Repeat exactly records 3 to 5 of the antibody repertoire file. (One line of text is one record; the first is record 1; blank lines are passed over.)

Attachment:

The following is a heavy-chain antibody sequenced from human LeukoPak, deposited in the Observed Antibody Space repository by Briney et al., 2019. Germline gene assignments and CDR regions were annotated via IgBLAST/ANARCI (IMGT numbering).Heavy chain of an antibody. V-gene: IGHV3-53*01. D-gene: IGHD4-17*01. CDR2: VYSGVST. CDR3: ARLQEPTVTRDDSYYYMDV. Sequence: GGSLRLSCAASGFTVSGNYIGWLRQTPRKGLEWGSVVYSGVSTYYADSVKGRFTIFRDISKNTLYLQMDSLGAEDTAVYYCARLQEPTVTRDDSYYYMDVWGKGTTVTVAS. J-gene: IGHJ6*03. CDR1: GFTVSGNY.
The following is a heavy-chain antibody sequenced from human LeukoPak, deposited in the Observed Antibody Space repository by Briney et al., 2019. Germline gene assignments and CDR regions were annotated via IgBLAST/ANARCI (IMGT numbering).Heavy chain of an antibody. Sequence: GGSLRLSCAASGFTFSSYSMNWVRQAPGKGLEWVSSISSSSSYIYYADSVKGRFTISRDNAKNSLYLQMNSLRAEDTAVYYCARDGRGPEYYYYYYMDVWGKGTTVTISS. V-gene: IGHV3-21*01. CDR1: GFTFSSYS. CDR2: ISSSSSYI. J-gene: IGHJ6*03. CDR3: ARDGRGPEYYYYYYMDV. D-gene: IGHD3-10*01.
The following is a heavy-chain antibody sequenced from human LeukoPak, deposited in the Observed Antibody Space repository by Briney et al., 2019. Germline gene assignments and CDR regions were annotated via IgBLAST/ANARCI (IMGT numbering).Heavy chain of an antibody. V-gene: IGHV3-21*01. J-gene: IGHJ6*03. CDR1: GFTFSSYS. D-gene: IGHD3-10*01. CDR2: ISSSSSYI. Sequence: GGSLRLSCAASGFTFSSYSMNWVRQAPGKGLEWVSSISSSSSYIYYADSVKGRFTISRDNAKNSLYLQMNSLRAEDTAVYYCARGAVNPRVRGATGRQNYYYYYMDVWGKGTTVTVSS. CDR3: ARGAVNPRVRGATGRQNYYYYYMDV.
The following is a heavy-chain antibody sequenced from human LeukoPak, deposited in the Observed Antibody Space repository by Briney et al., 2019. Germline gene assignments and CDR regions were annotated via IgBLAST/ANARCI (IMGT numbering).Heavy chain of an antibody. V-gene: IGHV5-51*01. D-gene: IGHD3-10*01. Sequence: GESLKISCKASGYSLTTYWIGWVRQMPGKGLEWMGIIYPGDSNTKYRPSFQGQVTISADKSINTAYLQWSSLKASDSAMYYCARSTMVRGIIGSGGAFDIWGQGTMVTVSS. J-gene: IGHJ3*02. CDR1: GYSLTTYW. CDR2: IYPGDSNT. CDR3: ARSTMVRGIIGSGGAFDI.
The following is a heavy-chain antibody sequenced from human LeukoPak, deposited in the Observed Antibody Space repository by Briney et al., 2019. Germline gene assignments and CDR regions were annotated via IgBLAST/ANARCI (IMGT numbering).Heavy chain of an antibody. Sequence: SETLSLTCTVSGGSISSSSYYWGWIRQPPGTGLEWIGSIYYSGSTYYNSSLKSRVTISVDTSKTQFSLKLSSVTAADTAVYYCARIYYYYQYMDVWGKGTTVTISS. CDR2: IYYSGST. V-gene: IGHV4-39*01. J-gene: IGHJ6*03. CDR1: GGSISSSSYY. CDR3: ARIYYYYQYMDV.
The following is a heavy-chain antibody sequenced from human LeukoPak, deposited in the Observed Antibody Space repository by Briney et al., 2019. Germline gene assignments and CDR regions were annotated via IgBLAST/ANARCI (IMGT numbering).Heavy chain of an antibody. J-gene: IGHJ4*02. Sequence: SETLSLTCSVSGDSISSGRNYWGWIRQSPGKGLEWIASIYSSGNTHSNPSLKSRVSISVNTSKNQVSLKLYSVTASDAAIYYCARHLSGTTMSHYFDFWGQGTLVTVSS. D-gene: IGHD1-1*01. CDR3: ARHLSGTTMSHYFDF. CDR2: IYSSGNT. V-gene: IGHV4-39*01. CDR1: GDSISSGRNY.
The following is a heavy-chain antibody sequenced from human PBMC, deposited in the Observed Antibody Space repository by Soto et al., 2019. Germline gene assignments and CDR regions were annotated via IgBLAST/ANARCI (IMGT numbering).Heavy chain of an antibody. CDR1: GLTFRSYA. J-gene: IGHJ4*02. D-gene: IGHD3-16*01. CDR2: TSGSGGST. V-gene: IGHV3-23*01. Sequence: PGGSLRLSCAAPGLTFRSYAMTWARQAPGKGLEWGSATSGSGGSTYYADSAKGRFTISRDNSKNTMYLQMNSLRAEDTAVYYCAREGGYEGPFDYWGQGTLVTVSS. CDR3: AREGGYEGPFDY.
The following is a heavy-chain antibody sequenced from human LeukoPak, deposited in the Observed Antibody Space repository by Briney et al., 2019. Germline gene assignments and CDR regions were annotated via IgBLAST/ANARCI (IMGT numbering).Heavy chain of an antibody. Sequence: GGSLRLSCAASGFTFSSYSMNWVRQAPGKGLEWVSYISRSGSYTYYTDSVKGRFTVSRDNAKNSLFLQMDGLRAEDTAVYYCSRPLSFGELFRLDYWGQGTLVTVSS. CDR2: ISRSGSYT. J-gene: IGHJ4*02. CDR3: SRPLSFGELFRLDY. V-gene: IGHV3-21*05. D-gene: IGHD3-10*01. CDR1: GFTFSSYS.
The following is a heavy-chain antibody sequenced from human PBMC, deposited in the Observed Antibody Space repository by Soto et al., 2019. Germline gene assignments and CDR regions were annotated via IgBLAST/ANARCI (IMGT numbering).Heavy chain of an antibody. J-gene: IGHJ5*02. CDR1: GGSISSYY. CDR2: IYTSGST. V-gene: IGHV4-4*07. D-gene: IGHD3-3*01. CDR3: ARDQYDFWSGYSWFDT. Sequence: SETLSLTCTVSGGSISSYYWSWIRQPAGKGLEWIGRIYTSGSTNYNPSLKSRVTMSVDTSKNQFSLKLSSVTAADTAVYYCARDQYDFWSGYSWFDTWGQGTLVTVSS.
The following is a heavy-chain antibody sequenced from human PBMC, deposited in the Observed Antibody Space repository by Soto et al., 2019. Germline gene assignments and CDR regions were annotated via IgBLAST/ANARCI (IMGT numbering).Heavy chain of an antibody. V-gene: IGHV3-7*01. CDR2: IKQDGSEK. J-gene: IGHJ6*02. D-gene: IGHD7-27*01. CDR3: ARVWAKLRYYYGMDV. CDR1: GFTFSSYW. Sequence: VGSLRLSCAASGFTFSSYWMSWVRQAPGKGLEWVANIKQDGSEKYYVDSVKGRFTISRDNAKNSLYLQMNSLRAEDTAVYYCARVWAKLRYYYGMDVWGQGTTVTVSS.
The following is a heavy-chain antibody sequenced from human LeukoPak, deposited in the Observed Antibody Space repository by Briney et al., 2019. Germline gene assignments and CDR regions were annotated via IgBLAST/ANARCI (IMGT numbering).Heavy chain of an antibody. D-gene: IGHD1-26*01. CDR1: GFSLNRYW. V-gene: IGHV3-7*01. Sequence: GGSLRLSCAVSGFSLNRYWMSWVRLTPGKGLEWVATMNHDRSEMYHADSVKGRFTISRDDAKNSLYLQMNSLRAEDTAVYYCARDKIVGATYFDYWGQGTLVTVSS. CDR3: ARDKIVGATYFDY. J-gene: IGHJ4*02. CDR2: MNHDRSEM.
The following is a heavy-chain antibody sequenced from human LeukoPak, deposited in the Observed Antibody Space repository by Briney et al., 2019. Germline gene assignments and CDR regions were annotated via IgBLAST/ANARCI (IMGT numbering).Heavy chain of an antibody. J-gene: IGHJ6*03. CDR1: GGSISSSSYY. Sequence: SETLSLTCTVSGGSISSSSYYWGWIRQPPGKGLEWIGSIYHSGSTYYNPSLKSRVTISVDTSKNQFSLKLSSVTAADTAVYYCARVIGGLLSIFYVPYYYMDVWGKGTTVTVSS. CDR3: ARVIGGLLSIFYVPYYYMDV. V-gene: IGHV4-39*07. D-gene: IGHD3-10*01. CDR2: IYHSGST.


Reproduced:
The following is a heavy-chain antibody sequenced from human LeukoPak, deposited in the Observed Antibody Space repository by Briney et al., 2019. Germline gene assignments and CDR regions were annotated via IgBLAST/ANARCI (IMGT numbering).Heavy chain of an antibody. V-gene: IGHV3-21*01. J-gene: IGHJ6*03. CDR1: GFTFSSYS. D-gene: IGHD3-10*01. CDR2: ISSSSSYI. Sequence: GGSLRLSCAASGFTFSSYSMNWVRQAPGKGLEWVSSISSSSSYIYYADSVKGRFTISRDNAKNSLYLQMNSLRAEDTAVYYCARGAVNPRVRGATGRQNYYYYYMDVWGKGTTVTVSS. CDR3: ARGAVNPRVRGATGRQNYYYYYMDV.
The following is a heavy-chain antibody sequenced from human LeukoPak, deposited in the Observed Antibody Space repository by Briney et al., 2019. Germline gene assignments and CDR regions were annotated via IgBLAST/ANARCI (IMGT numbering).Heavy chain of an antibody. V-gene: IGHV5-51*01. D-gene: IGHD3-10*01. Sequence: GESLKISCKASGYSLTTYWIGWVRQMPGKGLEWMGIIYPGDSNTKYRPSFQGQVTISADKSINTAYLQWSSLKASDSAMYYCARSTMVRGIIGSGGAFDIWGQGTMVTVSS. J-gene: IGHJ3*02. CDR1: GYSLTTYW. CDR2: IYPGDSNT. CDR3: ARSTMVRGIIGSGGAFDI.
The following is a heavy-chain antibody sequenced from human LeukoPak, deposited in the Observed Antibody Space repository by Briney et al., 2019. Germline gene assignments and CDR regions were annotated via IgBLAST/ANARCI (IMGT numbering).Heavy chain of an antibody. Sequence: SETLSLTCTVSGGSISSSSYYWGWIRQPPGTGLEWIGSIYYSGSTYYNSSLKSRVTISVDTSKTQFSLKLSSVTAADTAVYYCARIYYYYQYMDVWGKGTTVTISS. CDR2: IYYSGST. V-gene: IGHV4-39*01. J-gene: IGHJ6*03. CDR1: GGSISSSSYY. CDR3: ARIYYYYQYMDV.